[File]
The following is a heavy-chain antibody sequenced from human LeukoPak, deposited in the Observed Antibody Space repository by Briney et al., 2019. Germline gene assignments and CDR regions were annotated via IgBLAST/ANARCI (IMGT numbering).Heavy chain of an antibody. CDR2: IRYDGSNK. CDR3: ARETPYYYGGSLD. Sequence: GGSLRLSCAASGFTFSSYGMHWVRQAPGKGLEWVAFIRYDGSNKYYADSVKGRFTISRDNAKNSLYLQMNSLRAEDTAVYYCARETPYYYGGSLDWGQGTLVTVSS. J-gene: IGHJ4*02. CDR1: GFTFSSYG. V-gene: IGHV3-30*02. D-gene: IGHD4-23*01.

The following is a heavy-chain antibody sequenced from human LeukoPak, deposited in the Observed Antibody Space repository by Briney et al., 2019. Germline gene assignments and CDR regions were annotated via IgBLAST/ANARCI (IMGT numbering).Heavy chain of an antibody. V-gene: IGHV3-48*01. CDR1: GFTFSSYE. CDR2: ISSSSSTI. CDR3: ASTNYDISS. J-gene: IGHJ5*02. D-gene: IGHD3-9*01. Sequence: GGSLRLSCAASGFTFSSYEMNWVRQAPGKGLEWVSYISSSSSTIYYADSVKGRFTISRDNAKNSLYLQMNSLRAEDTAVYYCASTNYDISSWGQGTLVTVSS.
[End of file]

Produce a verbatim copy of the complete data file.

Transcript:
The following is a heavy-chain antibody sequenced from human LeukoPak, deposited in the Observed Antibody Space repository by Briney et al., 2019. Germline gene assignments and CDR regions were annotated via IgBLAST/ANARCI (IMGT numbering).Heavy chain of an antibody. CDR2: IRYDGSNK. CDR3: ARETPYYYGGSLD. Sequence: GGSLRLSCAASGFTFSSYGMHWVRQAPGKGLEWVAFIRYDGSNKYYADSVKGRFTISRDNAKNSLYLQMNSLRAEDTAVYYCARETPYYYGGSLDWGQGTLVTVSS. J-gene: IGHJ4*02. CDR1: GFTFSSYG. V-gene: IGHV3-30*02. D-gene: IGHD4-23*01.

The following is a heavy-chain antibody sequenced from human LeukoPak, deposited in the Observed Antibody Space repository by Briney et al., 2019. Germline gene assignments and CDR regions were annotated via IgBLAST/ANARCI (IMGT numbering).Heavy chain of an antibody. V-gene: IGHV3-48*01. CDR1: GFTFSSYE. CDR2: ISSSSSTI. CDR3: ASTNYDISS. J-gene: IGHJ5*02. D-gene: IGHD3-9*01. Sequence: GGSLRLSCAASGFTFSSYEMNWVRQAPGKGLEWVSYISSSSSTIYYADSVKGRFTISRDNAKNSLYLQMNSLRAEDTAVYYCASTNYDISSWGQGTLVTVSS.